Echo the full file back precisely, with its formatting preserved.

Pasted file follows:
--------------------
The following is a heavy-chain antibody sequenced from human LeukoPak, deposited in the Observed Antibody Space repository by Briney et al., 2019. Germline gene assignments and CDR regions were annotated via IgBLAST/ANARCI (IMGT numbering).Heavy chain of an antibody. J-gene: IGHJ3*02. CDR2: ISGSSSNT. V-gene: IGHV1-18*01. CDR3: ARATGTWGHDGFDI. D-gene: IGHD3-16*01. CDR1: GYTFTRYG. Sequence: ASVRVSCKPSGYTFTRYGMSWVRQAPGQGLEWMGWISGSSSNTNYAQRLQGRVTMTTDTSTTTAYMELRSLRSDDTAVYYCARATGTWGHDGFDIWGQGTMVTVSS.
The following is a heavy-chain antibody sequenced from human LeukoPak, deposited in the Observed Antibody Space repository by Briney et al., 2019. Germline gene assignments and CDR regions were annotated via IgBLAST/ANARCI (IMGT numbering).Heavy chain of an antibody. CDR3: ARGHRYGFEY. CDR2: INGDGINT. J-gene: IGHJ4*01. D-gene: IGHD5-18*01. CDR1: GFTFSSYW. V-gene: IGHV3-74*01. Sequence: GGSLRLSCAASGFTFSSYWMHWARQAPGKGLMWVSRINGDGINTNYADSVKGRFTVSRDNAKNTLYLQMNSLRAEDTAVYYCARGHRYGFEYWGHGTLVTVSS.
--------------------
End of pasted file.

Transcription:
The following is a heavy-chain antibody sequenced from human LeukoPak, deposited in the Observed Antibody Space repository by Briney et al., 2019. Germline gene assignments and CDR regions were annotated via IgBLAST/ANARCI (IMGT numbering).Heavy chain of an antibody. J-gene: IGHJ3*02. CDR2: ISGSSSNT. V-gene: IGHV1-18*01. CDR3: ARATGTWGHDGFDI. D-gene: IGHD3-16*01. CDR1: GYTFTRYG. Sequence: ASVRVSCKPSGYTFTRYGMSWVRQAPGQGLEWMGWISGSSSNTNYAQRLQGRVTMTTDTSTTTAYMELRSLRSDDTAVYYCARATGTWGHDGFDIWGQGTMVTVSS.
The following is a heavy-chain antibody sequenced from human LeukoPak, deposited in the Observed Antibody Space repository by Briney et al., 2019. Germline gene assignments and CDR regions were annotated via IgBLAST/ANARCI (IMGT numbering).Heavy chain of an antibody. CDR3: ARGHRYGFEY. CDR2: INGDGINT. J-gene: IGHJ4*01. D-gene: IGHD5-18*01. CDR1: GFTFSSYW. V-gene: IGHV3-74*01. Sequence: GGSLRLSCAASGFTFSSYWMHWARQAPGKGLMWVSRINGDGINTNYADSVKGRFTVSRDNAKNTLYLQMNSLRAEDTAVYYCARGHRYGFEYWGHGTLVTVSS.